Whatever Happened to Quaaludes?

by | Sep 4, 2020

The mythical quaalude

People on ‘ludes should not drive.

– Jeff Spicolli in Fast Times at Ridgemont High (1982)

Quaalude is the brand name of the drug methaqualone and was a prescription drug in the U.S. from 1961 – 1984. I remember as a teenager in the ’80s there being talk all the time of taking ‘ludes and how great they were. Pop culture references to Quaaludes where everywhere, for example David Bowie sang of being “in Quaaludes and red wine.” At their height of popularity in the ’70s, Quaaludes were known as “Disco Biscuits.”

Even though methaqualone was a prescription drug, it was quite easy to get your hands on. According to Justin Gass who authored a book about quaaludes, “doctors were essentially giving them out like candy — it was very easy to obtain Quaaludes in the mid-late 1970s and early 1980s.” There were clinics all over the country that were handing them out in response to the “patient” claiming stress or mild anxiety — it wasn’t even necessary to see a doctor at these clinics.

Quaalude was primarily prescribed to treat anxiety and insomnia. It was originally thought that Quaaludes were non-addictive and relatively harmless — neither of which is true. The drug was a central nervous system depressant and caused a drop in heart rate, blood pressure, and breathing. It produced a gentle and relaxing but powerful high. Taken with alcohol (which was very dangerous) it produced a drunken, sleepy high. It took effect relatively quickly – within 30 minutes – and the effects lasted for about six hours. Unfortunately, methaqualone is addictive and builds up tolerance so that over time you have to take more of the drug to get the same effect. There was a real danger of overdose which could cause kidney failure, liver damage, coma or death. Methaqualone was killing people in their sleep. Mixed with alcohol consumption, the dangers related to Quaaludes increased dramatically.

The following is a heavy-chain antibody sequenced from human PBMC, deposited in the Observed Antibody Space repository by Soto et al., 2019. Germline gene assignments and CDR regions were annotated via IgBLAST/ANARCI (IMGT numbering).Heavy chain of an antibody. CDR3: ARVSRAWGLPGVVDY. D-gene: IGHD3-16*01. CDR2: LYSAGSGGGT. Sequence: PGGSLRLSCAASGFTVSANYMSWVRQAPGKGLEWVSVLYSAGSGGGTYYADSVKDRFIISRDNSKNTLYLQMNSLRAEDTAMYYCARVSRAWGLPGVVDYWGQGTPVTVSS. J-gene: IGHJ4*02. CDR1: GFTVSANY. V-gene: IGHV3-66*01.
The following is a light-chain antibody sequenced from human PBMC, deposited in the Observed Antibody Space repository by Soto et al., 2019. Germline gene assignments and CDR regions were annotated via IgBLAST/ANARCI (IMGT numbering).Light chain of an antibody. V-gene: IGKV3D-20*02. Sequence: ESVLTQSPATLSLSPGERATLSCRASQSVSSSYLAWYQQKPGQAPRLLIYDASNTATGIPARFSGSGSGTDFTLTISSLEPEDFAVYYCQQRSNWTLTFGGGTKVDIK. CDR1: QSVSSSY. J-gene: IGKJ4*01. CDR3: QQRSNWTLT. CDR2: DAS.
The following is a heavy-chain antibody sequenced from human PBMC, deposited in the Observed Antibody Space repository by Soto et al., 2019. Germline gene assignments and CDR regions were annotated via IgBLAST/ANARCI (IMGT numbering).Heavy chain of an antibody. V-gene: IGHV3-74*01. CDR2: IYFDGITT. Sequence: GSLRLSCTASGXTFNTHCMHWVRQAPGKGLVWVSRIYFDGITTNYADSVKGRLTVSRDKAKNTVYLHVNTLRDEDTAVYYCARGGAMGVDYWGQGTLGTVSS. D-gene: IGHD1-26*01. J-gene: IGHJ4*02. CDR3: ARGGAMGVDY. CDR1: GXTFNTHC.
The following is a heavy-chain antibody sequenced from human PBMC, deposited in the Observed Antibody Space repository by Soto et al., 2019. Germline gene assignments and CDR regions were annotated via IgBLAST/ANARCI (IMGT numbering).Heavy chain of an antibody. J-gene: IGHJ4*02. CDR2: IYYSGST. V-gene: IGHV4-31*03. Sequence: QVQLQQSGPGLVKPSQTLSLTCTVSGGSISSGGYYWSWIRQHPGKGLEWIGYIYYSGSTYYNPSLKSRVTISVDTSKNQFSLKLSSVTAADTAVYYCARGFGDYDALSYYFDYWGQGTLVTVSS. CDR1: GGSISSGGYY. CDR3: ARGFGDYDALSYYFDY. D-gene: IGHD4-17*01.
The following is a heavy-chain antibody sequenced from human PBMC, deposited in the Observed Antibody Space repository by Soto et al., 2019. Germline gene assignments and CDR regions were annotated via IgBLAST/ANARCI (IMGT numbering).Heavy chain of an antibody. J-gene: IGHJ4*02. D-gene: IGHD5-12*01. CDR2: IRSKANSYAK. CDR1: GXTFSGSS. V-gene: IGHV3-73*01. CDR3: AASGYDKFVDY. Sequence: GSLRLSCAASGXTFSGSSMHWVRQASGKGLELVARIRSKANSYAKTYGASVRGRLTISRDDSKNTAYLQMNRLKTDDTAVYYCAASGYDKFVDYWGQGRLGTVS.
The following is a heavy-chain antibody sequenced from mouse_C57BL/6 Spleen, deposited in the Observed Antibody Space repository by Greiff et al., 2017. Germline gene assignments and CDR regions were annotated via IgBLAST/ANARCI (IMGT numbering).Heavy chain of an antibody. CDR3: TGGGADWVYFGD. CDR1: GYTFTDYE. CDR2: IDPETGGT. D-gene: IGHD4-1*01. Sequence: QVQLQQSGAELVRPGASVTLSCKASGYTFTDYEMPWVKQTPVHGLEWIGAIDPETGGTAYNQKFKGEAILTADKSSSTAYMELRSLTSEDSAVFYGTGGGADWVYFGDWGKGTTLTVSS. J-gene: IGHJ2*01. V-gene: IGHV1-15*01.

In response to the widespread abuse and health problems, methaqualone was classified as a Schedule I drug in 1984 which made its production and distribution illegal. U.S. regulators worked with their international counterparts and shut down production of methaqualone worldwide. While quaaludes continued to circulate for years after being rendered illegal, by the late 1980s the drug was out of circulation. Quaaludes are now like the mythical unicorn and there are drug dealers who claim to sell quaaludes but according to Justin Gass, “they are generally nothing more than a combination of different barbiturates which they hope would create the same effect but it certainly does not.”


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